Thursday, April 26, 2007

Questions for the President, Re: Iraq

Given that we live in what we call a democracy, and given that the president serves at the pleasure of the citizens, we might reasonably demand an explanation on a number of points regarding a policy that has led to 100,000 to 500,000 deaths. I have a few questions for the president that I'd like answered. Nothing difficult. Quite basic, yet apparently not even asked.

1. How long do you think the US military will be in Iraq?
2. What is the goal(s) of remaining in Iraq?
3. What do you mean by "freedom"?
4. What kind of "democracy" do you have in mind for Iraq?
5. Is there an economic plan for Iraq?

Add your own.


Anonymous said...

6. When this is all over, where do you and OJ plan to tee off?

Anonymous said...

7. Have you no sense of decency, sir? At long last, have you left no sense of decency?

Anonymous said...

8. Why are you still holding prisoner at Guantanamo certain individuals who have been deemed never to have been associated in any way with terrorism.

troutsky said...

Which philosophers (besides Jesus Christ) most influence your thinking?

Anonymous said...

1. Until the job is done. (See 4)

Realistically, the military will be there until either the Iraqis can take over for their own security, or our government decides to force the timetable by leaving the Iraqis to their own devices. Both would work assume a back-stop force were in place to repulse any traditional invasion (Most likely armored columns of the Iranian Revolutionary Guard).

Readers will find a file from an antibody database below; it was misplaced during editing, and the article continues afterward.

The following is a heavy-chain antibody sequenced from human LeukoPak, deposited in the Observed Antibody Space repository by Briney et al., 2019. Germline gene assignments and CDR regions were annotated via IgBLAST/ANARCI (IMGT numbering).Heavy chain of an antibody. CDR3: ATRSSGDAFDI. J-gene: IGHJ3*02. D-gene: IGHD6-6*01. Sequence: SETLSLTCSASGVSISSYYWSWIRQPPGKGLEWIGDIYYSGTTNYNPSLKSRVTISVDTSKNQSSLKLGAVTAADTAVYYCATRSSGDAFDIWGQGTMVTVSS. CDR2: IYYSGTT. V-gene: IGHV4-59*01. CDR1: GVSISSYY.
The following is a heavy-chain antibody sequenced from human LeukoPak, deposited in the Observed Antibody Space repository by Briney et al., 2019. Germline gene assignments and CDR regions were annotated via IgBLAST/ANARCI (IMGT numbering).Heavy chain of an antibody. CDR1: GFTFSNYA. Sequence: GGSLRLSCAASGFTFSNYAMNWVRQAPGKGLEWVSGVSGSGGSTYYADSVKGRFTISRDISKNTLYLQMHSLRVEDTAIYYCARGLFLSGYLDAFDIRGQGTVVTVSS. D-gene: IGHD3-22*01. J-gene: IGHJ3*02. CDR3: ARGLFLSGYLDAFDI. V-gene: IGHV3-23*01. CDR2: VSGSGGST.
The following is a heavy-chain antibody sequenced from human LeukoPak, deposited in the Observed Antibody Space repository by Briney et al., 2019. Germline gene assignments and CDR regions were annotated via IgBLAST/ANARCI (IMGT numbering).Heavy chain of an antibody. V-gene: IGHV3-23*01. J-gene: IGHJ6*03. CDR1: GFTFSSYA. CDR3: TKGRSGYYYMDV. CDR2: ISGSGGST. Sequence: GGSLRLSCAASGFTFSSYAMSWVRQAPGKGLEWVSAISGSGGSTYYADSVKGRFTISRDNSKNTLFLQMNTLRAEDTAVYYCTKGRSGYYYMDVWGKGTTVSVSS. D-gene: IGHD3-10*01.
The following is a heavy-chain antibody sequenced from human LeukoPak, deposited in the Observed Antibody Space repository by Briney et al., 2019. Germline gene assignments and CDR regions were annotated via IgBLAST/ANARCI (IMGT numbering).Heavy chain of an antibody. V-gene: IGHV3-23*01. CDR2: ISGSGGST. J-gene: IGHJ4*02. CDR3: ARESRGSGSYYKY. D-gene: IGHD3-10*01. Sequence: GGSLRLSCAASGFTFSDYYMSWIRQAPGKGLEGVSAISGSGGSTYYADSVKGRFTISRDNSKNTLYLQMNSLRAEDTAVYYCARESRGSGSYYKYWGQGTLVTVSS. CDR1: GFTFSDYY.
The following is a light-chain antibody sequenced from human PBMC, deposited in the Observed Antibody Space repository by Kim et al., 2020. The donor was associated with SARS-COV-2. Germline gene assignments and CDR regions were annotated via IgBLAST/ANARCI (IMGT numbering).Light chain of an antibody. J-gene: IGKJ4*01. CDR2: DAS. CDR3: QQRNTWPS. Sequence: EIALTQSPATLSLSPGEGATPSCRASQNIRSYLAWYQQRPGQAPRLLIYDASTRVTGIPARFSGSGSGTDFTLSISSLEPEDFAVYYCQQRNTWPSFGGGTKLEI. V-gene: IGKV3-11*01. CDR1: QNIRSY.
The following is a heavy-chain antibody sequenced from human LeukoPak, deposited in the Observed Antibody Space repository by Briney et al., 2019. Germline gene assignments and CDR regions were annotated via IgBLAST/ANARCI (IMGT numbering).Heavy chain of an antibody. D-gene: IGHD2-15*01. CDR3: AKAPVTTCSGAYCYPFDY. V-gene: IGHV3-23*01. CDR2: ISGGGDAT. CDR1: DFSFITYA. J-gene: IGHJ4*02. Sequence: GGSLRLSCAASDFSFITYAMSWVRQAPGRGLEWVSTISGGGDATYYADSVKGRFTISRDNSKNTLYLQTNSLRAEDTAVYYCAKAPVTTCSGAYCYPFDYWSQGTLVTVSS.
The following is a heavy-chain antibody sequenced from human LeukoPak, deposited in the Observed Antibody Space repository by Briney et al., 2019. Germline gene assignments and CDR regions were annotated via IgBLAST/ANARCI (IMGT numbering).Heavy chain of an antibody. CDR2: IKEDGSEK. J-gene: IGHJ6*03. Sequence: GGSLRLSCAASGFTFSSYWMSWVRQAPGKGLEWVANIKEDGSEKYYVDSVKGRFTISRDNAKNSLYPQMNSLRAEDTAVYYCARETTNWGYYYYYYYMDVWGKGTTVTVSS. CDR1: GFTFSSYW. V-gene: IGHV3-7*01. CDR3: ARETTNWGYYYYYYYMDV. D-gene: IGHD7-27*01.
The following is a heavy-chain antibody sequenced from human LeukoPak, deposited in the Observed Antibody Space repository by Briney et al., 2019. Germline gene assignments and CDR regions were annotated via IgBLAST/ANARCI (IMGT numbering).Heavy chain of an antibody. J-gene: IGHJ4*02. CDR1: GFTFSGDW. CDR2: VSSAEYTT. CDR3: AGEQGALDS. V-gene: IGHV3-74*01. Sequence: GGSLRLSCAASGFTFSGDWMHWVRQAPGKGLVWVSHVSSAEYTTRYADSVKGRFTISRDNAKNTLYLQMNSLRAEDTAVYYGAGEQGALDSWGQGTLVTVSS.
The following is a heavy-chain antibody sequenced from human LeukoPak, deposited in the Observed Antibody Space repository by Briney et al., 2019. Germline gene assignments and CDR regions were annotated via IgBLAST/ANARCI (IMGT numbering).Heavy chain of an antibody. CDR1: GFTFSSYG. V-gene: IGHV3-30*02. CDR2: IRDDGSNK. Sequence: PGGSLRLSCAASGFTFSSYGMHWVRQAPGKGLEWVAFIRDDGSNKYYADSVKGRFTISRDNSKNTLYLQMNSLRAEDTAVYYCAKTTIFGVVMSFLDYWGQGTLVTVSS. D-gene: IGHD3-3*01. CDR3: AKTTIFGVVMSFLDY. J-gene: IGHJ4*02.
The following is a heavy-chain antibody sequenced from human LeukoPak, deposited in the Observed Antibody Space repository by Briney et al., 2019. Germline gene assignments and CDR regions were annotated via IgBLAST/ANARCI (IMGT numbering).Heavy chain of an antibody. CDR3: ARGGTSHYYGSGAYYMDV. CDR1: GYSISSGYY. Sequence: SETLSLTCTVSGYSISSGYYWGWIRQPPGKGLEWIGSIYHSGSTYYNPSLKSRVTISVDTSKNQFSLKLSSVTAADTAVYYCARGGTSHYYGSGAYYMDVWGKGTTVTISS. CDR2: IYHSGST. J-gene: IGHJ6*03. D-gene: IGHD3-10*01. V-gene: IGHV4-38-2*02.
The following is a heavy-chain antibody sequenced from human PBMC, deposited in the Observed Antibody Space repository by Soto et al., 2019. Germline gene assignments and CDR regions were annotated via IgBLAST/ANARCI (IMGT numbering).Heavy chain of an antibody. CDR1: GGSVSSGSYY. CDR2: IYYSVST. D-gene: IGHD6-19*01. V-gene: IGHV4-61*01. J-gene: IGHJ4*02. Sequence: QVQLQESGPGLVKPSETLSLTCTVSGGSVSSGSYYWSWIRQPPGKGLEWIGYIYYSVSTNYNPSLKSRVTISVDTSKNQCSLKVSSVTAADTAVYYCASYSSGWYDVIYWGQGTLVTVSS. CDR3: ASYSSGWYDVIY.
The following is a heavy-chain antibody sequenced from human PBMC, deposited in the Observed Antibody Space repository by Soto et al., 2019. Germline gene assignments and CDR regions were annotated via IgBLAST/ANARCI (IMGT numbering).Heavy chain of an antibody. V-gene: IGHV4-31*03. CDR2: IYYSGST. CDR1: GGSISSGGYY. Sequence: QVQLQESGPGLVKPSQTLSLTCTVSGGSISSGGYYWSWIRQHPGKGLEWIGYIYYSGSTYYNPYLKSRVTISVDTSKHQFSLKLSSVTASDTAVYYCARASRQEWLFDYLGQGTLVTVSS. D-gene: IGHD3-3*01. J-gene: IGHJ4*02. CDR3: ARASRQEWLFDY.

2. The goal for remaining in Iraq is two-fold. Create a state friendly to our interests (no democracy required here) and to prevent the creation of safe haven for terrorists.

This goal is made difficult given the surrounding regimes have a clear interest in destroying any democracy that might give ideas to the citezens of Iraq's neighbors living under repressive regimes. Such disruptions are very inexpensive for these regimes especially when compared with U.S. outlays for Iraqi and Afgani security.

3. Freedom in this case is similar to the four freedoms described by FDR.

Freedom of speech and expression
Freedom of every person to worship in his own way
Freedom from want
Freedom from fear

4. A representative republic that protects the Sunni minority while at the same time addressing the decades long suffering of the Shia. Ideally without handing the place over to radicals from Iran who now have reason to fear their own population.

This is problematic of course because of issues of legitamacy surrounding any government created by a foreign power. In the past such efforts have proven extremely difficult and only successful when underlying issues such as human rights, security, and economic progress have been addressed.

5. The economic plan is straight-forward but has been consistently disrupted quite sucessfully by insurgents and foreign fighters. Ideally the result would be a greater dispersal of oil revenues to the general populace. This will provide the basis for wide-spread services and local manufacturing. There are many talented Iraqi engineers who are eager to do this.

But then you never really wanted to hear any of these answers (which have been freely available in the press forthe last four years) so I'm doubtful today is any different.